An opening 33 is formed through the rear of annular flange 25 to face the shooter's eye behind ocular-lens housing 12. Preferably, the opening is sealed by a transparent strip 34 (which may be a plastic material, or a thin glass shell) cemented to the inner surface of flange 25.
A stud 36 forms an elevation adjustment member for assembly 16, and the stud has an externally threaded shank 37 threaded through and extending slightly beyond the bore of tubular extension 26. A snap-ring retainer 38 is fitted in a groove at the lower end of shank 37, and the bottom of the shank bears against the upper surface of tubular cell 21 which carries the riflescope erector lenses.
Stud 36 has an enlarged cylindrical head 40, and an upright side surface 41 of the head is knurled (FIG. 4). A centrally positioned internally threaded socket 42 extends downwardly from the top of head 40, and a slot 43 is also formed in the top of the head to enable the stud to be rotated by a coin or screwdriver during initial installation.
A knob 44, best seen in FIGS. 4 and 5, defines a downwardly extending annular skirt 45. A distance scale 46, preferably calibrated in yards or meters, is printed or engraved around the outer surface of the skirt. An outer annular flange 47 extends downwardly from the periphery of the top of knob 44, and the outer surface of flange 47 is knurled to enable the knob to be readily grasped and rotated. The top surface of knob 44 is centrally recessed to receive the head of a retaining screw 48 which is threaded into socket 42 of stud head 40. A slot 49, of suitable width to receive a coin or screwdriver, is formed in the head of retaining screw 48.
Referring to FIGS. 5 and 6, the inner surface of knob 44 is recessed to define a generally cylindrical knurled surface 52 which fits snugly over and matingly engages with knurled surface 41 of stud head 40. Preferably, the knurl pitch of surface 52 is two or three times the pitch of knurled surface 41, enabling the angular position of the knob with respect to stud head 40 to be adjusted in small angular increments. A stop member 53 extends radially inwardly from the inner surface of knob 44. Preferably, the entire knob, including stop member 53, is integrally molded from a plastic material.
A stop pin 55 extends upwardly from base 24 of housing 23, and is secured to mounting saddle 15 by a threaded shank 56. As shown in FIG. 5, pin 55 interferes with stop member 53 to prevent continuous rotation of the knob. Less than one turn of the knob is adequate to provide a proper elevation adjustment over a full range of target distances, and the stops prevent loss of proper correlation between knob setting and sight elevation setting.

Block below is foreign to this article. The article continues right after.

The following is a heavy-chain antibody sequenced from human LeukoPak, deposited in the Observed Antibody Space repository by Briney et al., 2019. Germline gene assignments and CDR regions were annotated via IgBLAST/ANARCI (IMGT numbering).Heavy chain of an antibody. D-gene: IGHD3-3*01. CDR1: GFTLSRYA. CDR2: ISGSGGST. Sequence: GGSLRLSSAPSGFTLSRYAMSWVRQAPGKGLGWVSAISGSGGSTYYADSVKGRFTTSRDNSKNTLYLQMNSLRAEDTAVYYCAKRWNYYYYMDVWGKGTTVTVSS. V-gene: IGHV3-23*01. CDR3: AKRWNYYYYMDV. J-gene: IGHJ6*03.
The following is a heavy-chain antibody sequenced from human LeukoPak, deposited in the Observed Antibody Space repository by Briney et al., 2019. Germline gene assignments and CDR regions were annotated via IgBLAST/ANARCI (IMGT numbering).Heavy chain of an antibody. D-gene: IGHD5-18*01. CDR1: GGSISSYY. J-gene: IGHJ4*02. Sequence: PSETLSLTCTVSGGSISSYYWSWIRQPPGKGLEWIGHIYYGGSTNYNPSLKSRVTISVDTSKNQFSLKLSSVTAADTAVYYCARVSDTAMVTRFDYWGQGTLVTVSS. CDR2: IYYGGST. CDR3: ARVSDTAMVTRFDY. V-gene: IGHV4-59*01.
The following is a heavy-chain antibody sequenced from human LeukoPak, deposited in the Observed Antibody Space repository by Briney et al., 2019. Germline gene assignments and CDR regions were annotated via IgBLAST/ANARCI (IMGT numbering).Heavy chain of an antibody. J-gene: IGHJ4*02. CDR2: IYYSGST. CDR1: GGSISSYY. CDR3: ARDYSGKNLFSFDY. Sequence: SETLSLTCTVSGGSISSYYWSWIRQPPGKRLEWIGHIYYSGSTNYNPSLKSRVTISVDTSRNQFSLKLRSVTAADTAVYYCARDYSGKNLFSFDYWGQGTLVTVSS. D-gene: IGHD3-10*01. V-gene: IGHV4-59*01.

A metal "click" spring 58 has a flat base secured by a screw 59 against base 24 of housing 23, and the spring is bent at right angles to define a leaf 60 extending partly around the outer surface of stud head 40. An inward projection 61 mates with the notches of knurled surface 41 on head 40 to provide a "click" which is tactilly and audibly sensed by the shooter as the knob is rotated. The knurl pitch on knurled surface 41 of the stud head is chosen to provide a selected increment of elevation adjustment (in terms of minutes of angle) for each click.
It has been found that about three or four differently calibrated distance scales 46 are adequate to cover the vast majority of trajectories resulting from various rifle and ammunition combinations in common use today. If it is necessary to compensate for an unusual trajectory, the outer surface of annular skirt 45 can be left blank for custom calibration by the user. Knob 44 is an inexpensive molded assembly, and a plurality of knobs bearing different distance scales (or a blank scale) can economically be provided with the riflescope to insure that all trajectories are accommodated.
In use, the components just described are assembled as shown in FIG. 5, with retaining screw 48 threaded only slightly into socket 42 so knob 44 can be moved vertically in and out of engagement with knurled surface 41 of stud head 40. The riflescope is then zeroed in by firing at a known distance of say 100 yards. Elevation adjustments for the sight are made during this zeroing process by rotating stud 36 with knob 44 to vary the position of erector-lens cell 21. If several rotations of knob 44 are required to achieve zeroing of the sight, the knob is raised vertically to enable stop member 53 to clear stop pin 55.
When the reticle or target-image position is established to provide accurate setting at the known range, knurled surfaces 41 and 52 are disengaged by raising knob 44, and the knob is rotated until the known distance is displayed on distance scale 46 in alignment with an index or lubber line 62 (FIG. 2) marked on the outer surface of housing 23 above and below opening 33. The sight is thereafter adjusted for various ranges simply by rotating the knob to display the selected target distance in alignment with lubber line 62. This adjustment can be made with the rifle in a firing position because the distance scale is readily viewed by the shooter by raising the eye slightly above the ocular-lens end of the riflescope.
There has been described a novel elevation adjustment assembly for a riflescope, the assembly being configured to provide a protective enclosure for a distance scale, while still permitting the scale to be readily viewed by the shooter. Click adjustments are provided in addition to the visible distance scale, and a particular feature of the invention is that interchangeable distance scales may be quickly and easily installed in the field to accommodate ammunition changes. The assembly is readily adapted to any style of riflescope, and the flexibility provided by use of interchangeable distance scales enables accommodation of either standard or non-standard bullet trajectories.